The Reality of Pain

I may not register pain in the same way other people do because I do not know what it is like to NOT be in pain.

My life has been filled with pain and so I sometimes don’t really realize when I am in pain or why I am in pain. I experience pain from sounds, sights, emotions, stress, touch. Normal everyday life constantly causes me pain. Sometimes it is bearable and sometimes it is unbearable, but it is always there.

So when people say that people with autism don’t experience pain or don’t register pain, I cringe inside. When life is pain, how could you not experience pain? The thing is though, when life is pain, how do you know the difference between the pain of sensory disturbance and pain that signifies a medical condition? How do you know when the pain is preventable and when it’s not? How do you know that pain is a sign that something is wrong when your body is constantly telling you that the world is wrong?

To me, there are many different types of pain and sometimes one pain can masquerade as another pain. Sometimes I feel a tingling pain like when your foot falls asleep, only it happens when someone touches me. Sometimes I feel stabbing or throbbing pain when I hear a loud or prolonged noise. Sometimes I feel a dull ache when I’ve been in the same room for too long. Sometimes I feel a choking pain like the gripping pain of frostbite when I see someone else hurting or lonely.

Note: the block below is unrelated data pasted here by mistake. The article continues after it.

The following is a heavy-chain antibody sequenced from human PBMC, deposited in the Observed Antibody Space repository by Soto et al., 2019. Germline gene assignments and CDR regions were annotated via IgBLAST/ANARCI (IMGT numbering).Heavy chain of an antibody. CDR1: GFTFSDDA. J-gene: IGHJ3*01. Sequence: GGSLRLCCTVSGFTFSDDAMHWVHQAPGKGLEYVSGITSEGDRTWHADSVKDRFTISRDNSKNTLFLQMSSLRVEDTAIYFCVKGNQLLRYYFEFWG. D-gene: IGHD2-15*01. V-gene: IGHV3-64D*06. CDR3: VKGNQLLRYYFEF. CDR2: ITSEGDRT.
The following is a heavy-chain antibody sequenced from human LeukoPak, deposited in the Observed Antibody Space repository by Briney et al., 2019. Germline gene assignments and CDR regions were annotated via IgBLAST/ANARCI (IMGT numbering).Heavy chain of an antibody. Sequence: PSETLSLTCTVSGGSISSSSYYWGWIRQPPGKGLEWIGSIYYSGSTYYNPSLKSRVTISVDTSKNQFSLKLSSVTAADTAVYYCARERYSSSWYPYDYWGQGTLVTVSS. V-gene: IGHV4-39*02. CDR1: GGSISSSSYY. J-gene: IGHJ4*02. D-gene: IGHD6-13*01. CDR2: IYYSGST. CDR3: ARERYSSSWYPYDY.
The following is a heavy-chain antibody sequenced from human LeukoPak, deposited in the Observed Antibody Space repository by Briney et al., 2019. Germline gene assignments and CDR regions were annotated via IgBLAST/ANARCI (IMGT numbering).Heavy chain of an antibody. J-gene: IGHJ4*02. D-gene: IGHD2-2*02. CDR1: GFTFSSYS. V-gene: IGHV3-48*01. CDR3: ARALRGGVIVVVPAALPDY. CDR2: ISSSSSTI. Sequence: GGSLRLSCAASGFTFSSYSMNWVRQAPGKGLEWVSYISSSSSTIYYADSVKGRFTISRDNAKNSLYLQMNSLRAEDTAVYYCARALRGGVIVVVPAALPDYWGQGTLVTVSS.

All of these types of pains are normal to me. I feel them nearly every day. However, they can also signify that something is wrong. They can be signs of a medical condition or a danger in the environment. The problem is telling the difference. The problem is knowing when your normal pains aren’t normal.

So before you think that someone won’t be able to feel pain because they self injure or because they don’t seem to respond to pain, maybe think about some other reasons they may not seem to feel pain. Lack of emotion to pain doesn’t necessarily mean that the pain isn’t felt. It just may not be fully understood.

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